I'm never quite sure to what degree popular misconceptions about religions influence what shows up on the TV screens. I'd hope that the ignorance and/or intolerance and smugness too often equated with religious belief on TV does not truly reflect the general public's views. But there's an awful lot of ignorant crap said online by everybody and their uncle or spouted in sound-bites from supposed religious leaders, at times, and I'm often discouraged by what my students in Bible courses have accepted at face value from all the wrong sources. (and if one more student tries to quote "Pulp Fiction"'s manufactured and mangled bible passage to me in a paper instead of actually looking it up in the Book, I won't be held responsible!)

Edited at 2010-07-15 11:01 pm (UTC)
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[User Picture]From: fenchurche
2010-07-15 11:20 pm (UTC)
On Bones, there's been a Wiccan group portrayed as out-there flakes

Oh my gosh, was that ever cringe-worthy. And, seriously, how long does it take to do just a teensy bit of research so you don't completely offend people who might actually practice? If you're going to just make stuff up anyway, why not simply create a religion from scratch and have them do whatever you need them to for your plot.

Probably the best treatment of religion I've ever seen on television was on Babylon 5. And I think it's fascinating that it took an avowed atheist to bring the subjects of spirituality and faith onto the airwaves in a respectful and insightful manner. Hmmm... I just started coming up with a list of instances to cite and it simply got too huge... and trying to narrow it down is hard!

For me, I guess the best episode example I can come up with off the top of my head was "Passing Through Gesthemane" -- and I'll admit that I picked this one because I'm a Christian and it explored a lot of Christian themes (and so was a bit more pertinent to my own life) but the show did manage to explore a surprisingly wide range of religious and spiritual thought, helped quite a bit by the premise of the show and the existence of aliens and alien cultures with their own forms of faith and spirituality.

Anyway, back to the episode... A man had been found guilty of committing some, IIRC, gruesome murders and was sentenced to death of personality (where the former personality is completely wiped clean and they're able to quite literally have a clean slate). Ordinarily, such an individual would be put in a position to serve the community as they, essentially, became a new person... but in this man's case, he'd slipped through the cracks and somehow ended up as part of an order of monks (also serving the community and becoming a new person, just not under the watchful eye of the justice system). Unfortunately, a relative of one of the people he'd killed tracked him down, tried to get him to remember his crimes and eventually tortured him to death (and afterward was, himself, subject to death of personality).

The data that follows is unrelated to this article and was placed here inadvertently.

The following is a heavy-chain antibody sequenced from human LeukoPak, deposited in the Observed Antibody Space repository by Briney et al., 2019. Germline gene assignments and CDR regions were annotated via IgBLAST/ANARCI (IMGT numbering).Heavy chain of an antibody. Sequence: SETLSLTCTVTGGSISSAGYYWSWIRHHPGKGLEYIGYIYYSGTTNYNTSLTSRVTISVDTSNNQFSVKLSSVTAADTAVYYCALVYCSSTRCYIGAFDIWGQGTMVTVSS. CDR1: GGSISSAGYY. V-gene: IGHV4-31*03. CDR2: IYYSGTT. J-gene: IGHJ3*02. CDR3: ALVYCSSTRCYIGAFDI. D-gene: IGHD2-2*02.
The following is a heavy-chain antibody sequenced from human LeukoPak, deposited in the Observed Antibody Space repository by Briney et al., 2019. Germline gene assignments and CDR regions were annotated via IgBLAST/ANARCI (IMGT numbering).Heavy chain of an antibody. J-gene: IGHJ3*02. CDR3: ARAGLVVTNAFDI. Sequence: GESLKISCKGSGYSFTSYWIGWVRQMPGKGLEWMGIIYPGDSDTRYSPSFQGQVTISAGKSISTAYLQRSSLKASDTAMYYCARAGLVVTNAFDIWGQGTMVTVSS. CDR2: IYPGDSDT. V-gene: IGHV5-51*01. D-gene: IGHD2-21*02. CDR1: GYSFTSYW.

The thing that has always stuck with me was a question asked by the murderer-turned-monk as he was dying... now knowing that he'd done these horrible things he had no recollection of doing and being horrified by it, as well as what it meant for his own salvation: "How can I repent of my sins, if I don't know what they are?"

There were no answers given in the episode... and I think it served very well as a way to get people to really ponder the nature of the subject matter, as well as things like capital punishment, because at first the death of personality is portrayed as being so much more humane than the death penalty... and yet, was it? There weren't any absolutes given in answer to that, either. It wasn't being preachy, it was just presenting the ideas in a way to get people to actually *think* about them and about the spiritual side of the subject as well.

I suspect it helped that JMS, the show creator, wrote most of the episodes and was the sort of person who enjoyed exploring and studying those things and tended to actually do his homework on the subject, even if he wasn't a believer in any of it, himself.
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[User Picture]From: texanfan
2010-07-16 12:02 am (UTC)
I hadn't really thought of B5 in that light but you're right. B5 and DS9 were both traveling ground not well worn in the SF community at that time. i find it very sad that DS9 is the least watched of the Treks. As a fellow Christian I find teh respectful use of religion in storylines endlessly fascinating.
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[User Picture]From: ivyfree
2010-07-16 03:31 am (UTC)
It sounds like you feel antagonism to religion isn't a valid POV. I've reached the point where I feel my own religion is relevant to me, and I don't particularly care what other people think so long as they please shut up about it.

I think writers ought to be free to express their views, even if they are antagonistic to religion. I think religion provides nearly unlimited opportunities for people to maximize their asshole potential. And I might be reacting a bit strongly to your comments because we received an invitation to go to the corner park tomorrow night to meet our neighbors and have a come to Jesus meeting; we've lived here (and so have they) 32 years, and I can't imagine what we could have done to make them think we'd welcome an invitation to a Christian event- and I'm hoping that they just tactfully drop the matter because if they ask me why we didn't come, I'm probably going to tell them.

Spiritual nudity is, as I've said before, less attractive than the physical kind.